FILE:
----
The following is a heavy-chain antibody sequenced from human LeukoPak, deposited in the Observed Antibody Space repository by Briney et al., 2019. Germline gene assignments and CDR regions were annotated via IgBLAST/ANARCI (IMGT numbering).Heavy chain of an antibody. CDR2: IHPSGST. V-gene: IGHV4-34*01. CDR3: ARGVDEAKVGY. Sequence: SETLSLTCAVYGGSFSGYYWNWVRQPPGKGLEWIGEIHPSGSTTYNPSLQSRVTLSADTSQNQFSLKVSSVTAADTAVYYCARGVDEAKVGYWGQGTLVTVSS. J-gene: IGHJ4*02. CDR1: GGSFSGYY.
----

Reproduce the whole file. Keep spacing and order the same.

The following is a heavy-chain antibody sequenced from human LeukoPak, deposited in the Observed Antibody Space repository by Briney et al., 2019. Germline gene assignments and CDR regions were annotated via IgBLAST/ANARCI (IMGT numbering).Heavy chain of an antibody. CDR2: IHPSGST. V-gene: IGHV4-34*01. CDR3: ARGVDEAKVGY. Sequence: SETLSLTCAVYGGSFSGYYWNWVRQPPGKGLEWIGEIHPSGSTTYNPSLQSRVTLSADTSQNQFSLKVSSVTAADTAVYYCARGVDEAKVGYWGQGTLVTVSS. J-gene: IGHJ4*02. CDR1: GGSFSGYY.